Mat Coch writes:
The 2013 Formula One season is unlikely to open with a string of different winners as happened in 2012, according to Pirelli boss Paul Hembery.
The 2012 season began with seven different winners in as many races as teams slowly came to terms with new technical regulations. With a stable set of rules heading in to the coming season, Hembery believes things will be rather more straightforward this time around.
"The cars aren't changing so much this year, they're very close to what they had last season so they won't have the huge challenges they had at the start of 2012," Hembery told Pitpass. "The real issue last year was the combination of, we made some changes added together with the dramatic changes made to the car meant that loadings between front and rear were quite unbalanced, creating temperature disparity between front and rear.
"You're not going to get that this year because the car is, more or less, last year's car," he added. "We anticipate that there will be a lot of work going on with exhausts again, strangely, but apart from that they're starting from a consolidated base."
However compound and construction changes made to the Pirelli rubber will present some work for the teams as they attempt to understand how the new tyre interacts with the car's aerodynamics during pre-season testing.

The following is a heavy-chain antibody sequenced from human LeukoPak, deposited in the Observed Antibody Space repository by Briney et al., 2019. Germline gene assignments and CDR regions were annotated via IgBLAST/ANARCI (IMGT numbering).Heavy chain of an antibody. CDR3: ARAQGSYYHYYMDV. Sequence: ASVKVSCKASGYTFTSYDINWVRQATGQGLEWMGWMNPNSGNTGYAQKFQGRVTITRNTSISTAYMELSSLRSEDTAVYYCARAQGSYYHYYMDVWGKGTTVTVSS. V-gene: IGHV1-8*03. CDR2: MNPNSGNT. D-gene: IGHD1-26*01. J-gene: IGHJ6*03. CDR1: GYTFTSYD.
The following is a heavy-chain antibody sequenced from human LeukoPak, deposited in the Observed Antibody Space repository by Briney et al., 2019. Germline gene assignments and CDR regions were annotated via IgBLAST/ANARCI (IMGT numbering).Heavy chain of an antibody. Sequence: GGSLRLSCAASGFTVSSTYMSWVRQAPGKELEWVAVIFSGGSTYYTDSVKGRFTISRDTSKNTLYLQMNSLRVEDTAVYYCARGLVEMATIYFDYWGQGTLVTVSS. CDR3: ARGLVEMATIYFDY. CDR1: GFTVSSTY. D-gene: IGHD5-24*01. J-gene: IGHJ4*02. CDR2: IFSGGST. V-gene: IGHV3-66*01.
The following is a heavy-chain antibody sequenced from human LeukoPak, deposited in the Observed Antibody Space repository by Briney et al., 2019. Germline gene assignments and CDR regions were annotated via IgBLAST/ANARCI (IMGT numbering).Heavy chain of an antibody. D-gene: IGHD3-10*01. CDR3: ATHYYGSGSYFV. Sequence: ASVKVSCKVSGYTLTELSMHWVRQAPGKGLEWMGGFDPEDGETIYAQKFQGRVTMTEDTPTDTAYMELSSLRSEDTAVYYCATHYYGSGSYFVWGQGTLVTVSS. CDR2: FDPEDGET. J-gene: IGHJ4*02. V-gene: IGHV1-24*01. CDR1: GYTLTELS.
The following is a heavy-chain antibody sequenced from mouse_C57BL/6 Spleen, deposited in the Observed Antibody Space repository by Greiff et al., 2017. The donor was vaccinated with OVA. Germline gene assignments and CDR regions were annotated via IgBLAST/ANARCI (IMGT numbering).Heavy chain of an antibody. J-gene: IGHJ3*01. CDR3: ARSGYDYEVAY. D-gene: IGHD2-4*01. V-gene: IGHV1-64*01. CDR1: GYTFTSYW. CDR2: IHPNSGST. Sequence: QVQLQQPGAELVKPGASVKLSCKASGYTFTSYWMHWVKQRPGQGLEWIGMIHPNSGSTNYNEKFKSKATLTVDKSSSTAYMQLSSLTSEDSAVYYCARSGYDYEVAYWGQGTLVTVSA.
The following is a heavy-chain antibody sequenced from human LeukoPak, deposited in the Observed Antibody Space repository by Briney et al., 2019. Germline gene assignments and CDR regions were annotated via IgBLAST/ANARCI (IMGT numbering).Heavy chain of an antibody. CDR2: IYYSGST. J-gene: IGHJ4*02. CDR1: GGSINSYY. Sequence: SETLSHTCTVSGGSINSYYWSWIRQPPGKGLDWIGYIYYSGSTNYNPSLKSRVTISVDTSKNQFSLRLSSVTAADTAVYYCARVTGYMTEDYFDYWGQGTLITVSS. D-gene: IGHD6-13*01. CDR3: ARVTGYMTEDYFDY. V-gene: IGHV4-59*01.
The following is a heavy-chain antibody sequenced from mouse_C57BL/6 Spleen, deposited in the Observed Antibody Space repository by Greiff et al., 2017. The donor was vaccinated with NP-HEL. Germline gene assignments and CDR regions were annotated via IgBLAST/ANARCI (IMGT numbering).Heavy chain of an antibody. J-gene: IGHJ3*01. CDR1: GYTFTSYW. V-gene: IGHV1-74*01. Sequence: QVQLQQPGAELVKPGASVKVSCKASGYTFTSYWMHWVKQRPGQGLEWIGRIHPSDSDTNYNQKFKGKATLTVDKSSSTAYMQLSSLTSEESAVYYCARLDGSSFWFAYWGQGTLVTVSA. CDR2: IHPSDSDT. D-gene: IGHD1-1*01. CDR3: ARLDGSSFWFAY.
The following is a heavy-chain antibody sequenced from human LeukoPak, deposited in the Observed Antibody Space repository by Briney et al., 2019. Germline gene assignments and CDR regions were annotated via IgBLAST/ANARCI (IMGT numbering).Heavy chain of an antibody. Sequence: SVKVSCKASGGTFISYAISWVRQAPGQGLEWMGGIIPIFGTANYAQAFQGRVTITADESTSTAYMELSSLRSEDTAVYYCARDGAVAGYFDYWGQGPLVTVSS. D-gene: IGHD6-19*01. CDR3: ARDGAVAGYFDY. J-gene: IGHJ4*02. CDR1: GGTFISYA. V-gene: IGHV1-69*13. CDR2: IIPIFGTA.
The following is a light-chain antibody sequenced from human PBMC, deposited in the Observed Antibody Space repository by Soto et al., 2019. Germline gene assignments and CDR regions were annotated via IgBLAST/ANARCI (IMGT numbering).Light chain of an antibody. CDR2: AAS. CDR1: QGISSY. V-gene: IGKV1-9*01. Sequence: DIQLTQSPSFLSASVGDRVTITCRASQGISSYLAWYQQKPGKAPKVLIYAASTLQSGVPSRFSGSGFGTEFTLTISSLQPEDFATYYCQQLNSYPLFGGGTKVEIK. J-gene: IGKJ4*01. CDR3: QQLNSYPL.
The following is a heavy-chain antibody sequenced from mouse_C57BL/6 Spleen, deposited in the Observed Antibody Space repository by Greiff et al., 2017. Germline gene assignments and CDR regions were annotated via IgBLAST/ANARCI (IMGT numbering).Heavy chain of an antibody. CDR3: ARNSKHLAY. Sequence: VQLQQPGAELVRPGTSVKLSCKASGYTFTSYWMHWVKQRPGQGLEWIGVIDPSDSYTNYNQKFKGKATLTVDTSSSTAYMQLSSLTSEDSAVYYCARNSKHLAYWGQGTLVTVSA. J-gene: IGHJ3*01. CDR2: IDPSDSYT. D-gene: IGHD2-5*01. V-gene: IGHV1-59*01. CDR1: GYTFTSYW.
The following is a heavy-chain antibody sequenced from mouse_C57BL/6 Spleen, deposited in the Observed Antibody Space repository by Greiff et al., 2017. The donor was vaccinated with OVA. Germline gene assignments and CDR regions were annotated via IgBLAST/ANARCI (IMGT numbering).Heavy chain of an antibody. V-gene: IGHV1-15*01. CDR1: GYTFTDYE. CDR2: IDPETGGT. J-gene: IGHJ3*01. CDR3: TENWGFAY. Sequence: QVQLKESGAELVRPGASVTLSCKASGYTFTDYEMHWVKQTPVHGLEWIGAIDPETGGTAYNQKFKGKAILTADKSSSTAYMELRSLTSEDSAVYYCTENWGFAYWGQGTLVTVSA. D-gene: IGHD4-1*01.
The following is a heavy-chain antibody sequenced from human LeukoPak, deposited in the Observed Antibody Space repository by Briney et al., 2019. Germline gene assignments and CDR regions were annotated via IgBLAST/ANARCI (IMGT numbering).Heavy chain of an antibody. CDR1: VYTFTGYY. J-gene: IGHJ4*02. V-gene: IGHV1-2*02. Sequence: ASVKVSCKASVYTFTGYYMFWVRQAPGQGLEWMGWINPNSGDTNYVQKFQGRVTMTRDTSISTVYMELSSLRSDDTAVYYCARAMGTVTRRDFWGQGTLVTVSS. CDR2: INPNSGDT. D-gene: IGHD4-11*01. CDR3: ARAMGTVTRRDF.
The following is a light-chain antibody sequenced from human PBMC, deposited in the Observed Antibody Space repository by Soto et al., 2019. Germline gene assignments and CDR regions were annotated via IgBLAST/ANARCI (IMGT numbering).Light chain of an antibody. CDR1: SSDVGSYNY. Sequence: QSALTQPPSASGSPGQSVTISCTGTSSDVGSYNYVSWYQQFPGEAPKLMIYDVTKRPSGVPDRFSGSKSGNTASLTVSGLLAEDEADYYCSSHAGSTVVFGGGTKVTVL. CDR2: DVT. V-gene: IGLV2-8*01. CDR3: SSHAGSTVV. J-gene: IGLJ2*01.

"The cars in testing are instrumented very heavily, so the teams will be looking at the aero in particular to try and understand the flow of the air," the Pirelli boss explained. "We've changed the structure of the tyre which means it will deform differently and that can affect the airflow, so that's one area they will be looking at closely."
Testing however provides its own unique challenges for Pirelli, as teams work in conditions that are otherwise foreign during the season.
"We're in operating conditions that we rarely see at an F1 race," Hembery said. "People are just trying to get the car sorted, not really looking at tyres in any great detail. By the third session they are focussing on what they are going to be doing in Melbourne. It's a strange period in winter testing, from our point of view, but we're up and ready to go.
"The third test (in Barcelona) you can get, on some days, temperatures up in to the 20's, so that would be a little bit more relevant," he continued. "We don't really get below 15 or 18 degrees on a race weekend."
Changes made to the tyres will mean there is next to no carry over learning from 2012, while the cooler temperature winter testing will limit what can be discovered before the circus hits Melbourne in March.
"Because we're changing all the compounds and structure there's not a lot there they can take forward," he added. "In terms of compound, in reality, they can probably gain as much as they need to when they actually get to Melbourne in the free practice sessions."
Pirelli launches its new range of tyres on January 23, prior to the first preseason test at Jerez on February 5.